Of all the current crop of games consoles, Sony’s PlayStation 4 is the most geared towards wireless gaming headsets – the Xbox One, for example, annoyingly forces all headsets to connect to its controller via a wire.
Meanwhile, in the modern world of videogames, with increasing emphasis on the multiplayer side — which brings the need to communicate with team-mates — a gaming headset is fast becoming a necessity.
On paper, Turtle Beach’s PS4-specific version of the Stealth 700 looks like an attractive buy. But does it live up to that promise in use?
In the general scheme of wireless console headsets, the Turtle Beach Stealth 700 comes with a mid-range price-tag of £129.99. Cheaper headsets cost in the region of £90, and you can carry on beyond £200 if you happen to possess a personal money-tree.
But the Stealth 700 has a decidedly high-end specification, which includes DTS Headphone:X surround sound, active noise cancellation, Turtle Beach’s Superhuman Hearing sound equalization (which highlights the footsteps of incoming enemies when playing first-person shooters) and Bluetooth connectivity (useful for accepting input from mobile phones and the like).
Setup proved to be pretty simple – as it should be with a headset designed for a specific console. Although there was, inevitably, one omission from the setup guide which required recourse to Turtle Beach’s website: toggling the active noise cancellation on and off (a simple matter of tapping the power button, it turned out). The Stealth 700 comes with a USB wireless dongle which hooks up to the PS4’s optical input, with which it was paired out of the box; manual pairing proved simple enough.
Ergonomically, the Stealth 700 scores well. It has three buttons on the left earcup for power, Bluetooth setup and toggling Superhuman Hearing on and off – wisely, headphone and chat volume levels are controlled by two sliders.
The stubby microphone can be clicked upwards and muted.
There’s a microUSB slot for charging (a cradle would have been nice, but you rarely get those with mid-priced headsets). It also comes with Turtle Beach’s clever system for accommodating a pair of glasses without squeezing them into your head.
The Stealth 700 has a wealth of functions for controlling Bluetooth devices with which it is paired, including taking incoming calls when you’re listening to music on your phone, fast-forwarding to the next track and so on.
But those controls are somewhat arcane, involving multiple button-presses and recourse to the setup guide. There’s also a 2.5mm jack for connecting devices physically, which also means you can use a Stealth 700 with Sony’s PlayStation VR.
Aesthetically, the Stealth 700 is solid and practical, rather than ostentatiously luxurious. Build quality is high – it’s a very robust-feeling headset which should be able to withstand plenty of abuse. But it eschews exotic materials in favour of tough, high-end plastics, except for the ear-cushions and rubberised cushioning on the band. It can’t be faulted in terms of comfort – as it’s neither the bulkiest nor heaviest of headsets (unlike some of its wireless rivals), you can happily wear it for hours at a stretch without discomfort.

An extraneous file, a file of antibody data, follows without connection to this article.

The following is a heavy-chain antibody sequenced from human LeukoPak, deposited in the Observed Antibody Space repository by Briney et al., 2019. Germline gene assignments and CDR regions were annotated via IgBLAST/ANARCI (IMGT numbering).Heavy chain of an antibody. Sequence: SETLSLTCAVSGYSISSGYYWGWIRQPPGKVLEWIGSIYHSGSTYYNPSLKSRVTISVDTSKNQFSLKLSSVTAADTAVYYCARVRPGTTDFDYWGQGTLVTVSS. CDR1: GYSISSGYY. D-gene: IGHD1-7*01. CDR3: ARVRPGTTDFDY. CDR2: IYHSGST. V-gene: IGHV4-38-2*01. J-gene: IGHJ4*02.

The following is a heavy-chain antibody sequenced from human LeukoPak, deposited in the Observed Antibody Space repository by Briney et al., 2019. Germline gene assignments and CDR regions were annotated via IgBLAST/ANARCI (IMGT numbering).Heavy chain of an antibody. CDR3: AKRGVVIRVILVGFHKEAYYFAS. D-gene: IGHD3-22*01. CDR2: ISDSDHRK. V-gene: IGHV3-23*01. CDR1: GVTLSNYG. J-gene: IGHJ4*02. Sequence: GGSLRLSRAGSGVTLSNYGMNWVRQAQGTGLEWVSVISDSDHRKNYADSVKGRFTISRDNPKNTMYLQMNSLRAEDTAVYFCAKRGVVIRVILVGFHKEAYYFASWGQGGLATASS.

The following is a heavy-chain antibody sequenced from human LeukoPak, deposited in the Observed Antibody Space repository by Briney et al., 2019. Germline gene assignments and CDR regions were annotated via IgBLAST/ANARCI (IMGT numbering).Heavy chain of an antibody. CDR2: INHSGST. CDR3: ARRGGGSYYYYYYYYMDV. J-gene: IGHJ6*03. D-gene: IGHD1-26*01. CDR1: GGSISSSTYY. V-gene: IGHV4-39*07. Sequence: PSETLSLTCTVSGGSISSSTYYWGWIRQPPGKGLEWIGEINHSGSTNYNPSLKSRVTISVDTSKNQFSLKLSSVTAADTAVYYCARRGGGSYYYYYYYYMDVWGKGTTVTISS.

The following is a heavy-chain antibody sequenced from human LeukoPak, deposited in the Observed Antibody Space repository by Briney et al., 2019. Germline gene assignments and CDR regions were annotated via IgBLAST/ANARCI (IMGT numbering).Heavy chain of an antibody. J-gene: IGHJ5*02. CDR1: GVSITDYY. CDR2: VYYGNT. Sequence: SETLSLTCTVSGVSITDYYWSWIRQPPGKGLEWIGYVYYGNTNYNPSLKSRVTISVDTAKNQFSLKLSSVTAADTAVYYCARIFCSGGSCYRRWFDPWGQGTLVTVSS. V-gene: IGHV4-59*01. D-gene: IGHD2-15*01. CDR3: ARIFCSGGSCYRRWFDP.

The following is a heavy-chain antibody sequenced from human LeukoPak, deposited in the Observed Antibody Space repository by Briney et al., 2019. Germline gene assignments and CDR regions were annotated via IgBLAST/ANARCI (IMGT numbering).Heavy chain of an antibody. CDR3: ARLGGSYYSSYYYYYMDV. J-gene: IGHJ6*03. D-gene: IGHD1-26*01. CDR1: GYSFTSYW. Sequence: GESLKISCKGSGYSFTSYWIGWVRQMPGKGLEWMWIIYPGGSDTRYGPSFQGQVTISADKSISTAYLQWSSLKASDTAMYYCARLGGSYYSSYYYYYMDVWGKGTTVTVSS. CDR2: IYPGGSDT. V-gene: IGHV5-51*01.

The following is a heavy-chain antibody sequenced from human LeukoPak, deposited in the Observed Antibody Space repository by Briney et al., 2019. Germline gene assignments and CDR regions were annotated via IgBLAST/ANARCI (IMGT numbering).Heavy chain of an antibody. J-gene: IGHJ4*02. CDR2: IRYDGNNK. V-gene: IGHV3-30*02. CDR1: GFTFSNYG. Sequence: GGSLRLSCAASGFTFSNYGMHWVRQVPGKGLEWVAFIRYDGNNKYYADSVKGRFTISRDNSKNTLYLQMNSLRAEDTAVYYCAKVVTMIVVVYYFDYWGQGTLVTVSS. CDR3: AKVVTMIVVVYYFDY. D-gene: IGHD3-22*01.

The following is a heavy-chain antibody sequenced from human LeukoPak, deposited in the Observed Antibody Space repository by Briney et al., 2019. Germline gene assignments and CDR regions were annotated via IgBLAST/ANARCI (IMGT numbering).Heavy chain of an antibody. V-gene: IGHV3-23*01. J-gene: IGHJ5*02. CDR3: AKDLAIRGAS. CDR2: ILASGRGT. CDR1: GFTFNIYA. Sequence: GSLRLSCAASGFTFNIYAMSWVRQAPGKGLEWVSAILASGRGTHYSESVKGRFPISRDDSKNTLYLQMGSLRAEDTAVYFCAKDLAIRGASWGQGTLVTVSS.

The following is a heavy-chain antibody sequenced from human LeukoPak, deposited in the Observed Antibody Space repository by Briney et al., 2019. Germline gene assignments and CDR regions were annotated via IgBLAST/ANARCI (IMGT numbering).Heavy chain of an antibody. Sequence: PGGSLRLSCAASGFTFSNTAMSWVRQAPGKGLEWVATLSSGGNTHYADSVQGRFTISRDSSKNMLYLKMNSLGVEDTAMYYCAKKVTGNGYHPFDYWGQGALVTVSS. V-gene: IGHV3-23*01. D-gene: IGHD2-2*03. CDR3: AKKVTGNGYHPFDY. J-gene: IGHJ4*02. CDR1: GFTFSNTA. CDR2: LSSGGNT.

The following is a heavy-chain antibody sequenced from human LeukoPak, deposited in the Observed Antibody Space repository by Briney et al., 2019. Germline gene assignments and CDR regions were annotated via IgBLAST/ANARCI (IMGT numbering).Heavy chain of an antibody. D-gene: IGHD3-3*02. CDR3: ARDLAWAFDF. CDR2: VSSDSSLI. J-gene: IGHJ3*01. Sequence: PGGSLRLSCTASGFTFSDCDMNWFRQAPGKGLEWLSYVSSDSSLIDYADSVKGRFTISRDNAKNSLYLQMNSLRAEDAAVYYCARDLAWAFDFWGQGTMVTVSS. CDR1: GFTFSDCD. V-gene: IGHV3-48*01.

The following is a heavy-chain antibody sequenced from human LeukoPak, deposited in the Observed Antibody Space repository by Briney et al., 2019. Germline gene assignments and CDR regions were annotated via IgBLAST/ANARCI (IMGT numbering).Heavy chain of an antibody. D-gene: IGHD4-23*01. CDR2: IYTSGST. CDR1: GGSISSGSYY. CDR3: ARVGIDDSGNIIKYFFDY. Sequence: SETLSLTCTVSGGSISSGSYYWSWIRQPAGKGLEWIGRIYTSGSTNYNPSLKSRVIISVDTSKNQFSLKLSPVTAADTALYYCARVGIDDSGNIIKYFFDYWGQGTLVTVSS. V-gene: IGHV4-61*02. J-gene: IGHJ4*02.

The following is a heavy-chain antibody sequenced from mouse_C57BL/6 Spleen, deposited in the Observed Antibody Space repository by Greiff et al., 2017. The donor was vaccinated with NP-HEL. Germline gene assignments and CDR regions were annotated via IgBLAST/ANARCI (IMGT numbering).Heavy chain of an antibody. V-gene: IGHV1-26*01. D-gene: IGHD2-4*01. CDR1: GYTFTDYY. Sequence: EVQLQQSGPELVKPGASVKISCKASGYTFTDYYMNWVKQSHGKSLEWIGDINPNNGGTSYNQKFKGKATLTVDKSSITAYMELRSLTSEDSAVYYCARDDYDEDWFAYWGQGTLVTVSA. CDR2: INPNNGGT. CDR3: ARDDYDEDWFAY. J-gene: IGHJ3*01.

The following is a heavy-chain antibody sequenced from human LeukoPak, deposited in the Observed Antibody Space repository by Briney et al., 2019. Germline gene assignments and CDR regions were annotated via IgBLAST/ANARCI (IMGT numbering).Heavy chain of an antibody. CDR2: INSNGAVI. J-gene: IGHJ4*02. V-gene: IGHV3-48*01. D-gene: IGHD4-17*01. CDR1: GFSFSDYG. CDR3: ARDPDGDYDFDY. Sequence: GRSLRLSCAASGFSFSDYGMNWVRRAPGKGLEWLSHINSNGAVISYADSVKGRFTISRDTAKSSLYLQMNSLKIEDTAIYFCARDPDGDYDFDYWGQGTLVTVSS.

Sound-wise, the Stealth 700 goes big. It has a quite distinctive, warm sound with tons of deep, rumbling bass – the sort of sound you might expect in a cinema, and it does a fine job of adding drama and immersion to your gaming.
It has a strong, dynamic mid-range, too, and a top end which is precise and free of any hint of shriekiness, albeit less prominent than the other frequency bands. It manages to sound both exciting and inviting, and you’ll love it if you seek a warm sound; less so if you crave a neutral sound above all else.
If you crank the volume up to full, a bit of bass boominess creeps in – but it’s a very loud headset, so by that stage, you will have reached intolerably ear-splitting volume levels.
Those warm characteristics also lend themselves well to listening to music on mobile devices via Bluetooth, effectively counteracting the tinniness of MP3s and their ilk.
At a quoted 10 hours, battery life isn’t the greatest, but in this instance, quoted battery life tallied with what we achieved in use, which is refreshing. And 10 hours should be adequate for the needs of all but the most fanatical of MMO players – you really shouldn’t be spending that long playing a game at a single stretch. Bigger batteries add weight and bulk to headphones, so less-than-sensational battery life would appear to be something of a pay-off for the comfort that the Stealth 700 offers.
Overall, the Stealth 700 is a great all-round gaming headset, which should appeal to all types of PlayStation 4 owners. It sounds superbly atmospheric, really pitching you deep into the drama of whatever game you’re playing.
It has all the features that you’re likely to really need, with top-notch surround-sound bringing an edge when playing action games, and active noise cancellation that comes in handy if you tend to play games in noisy environments.
Plus it works well as a set of Bluetooth headphones when on the move. Given the feature-set and sound quality, it represents pretty decent value for money, and will make a much-appreciated present for any PS4-owning gamer you know.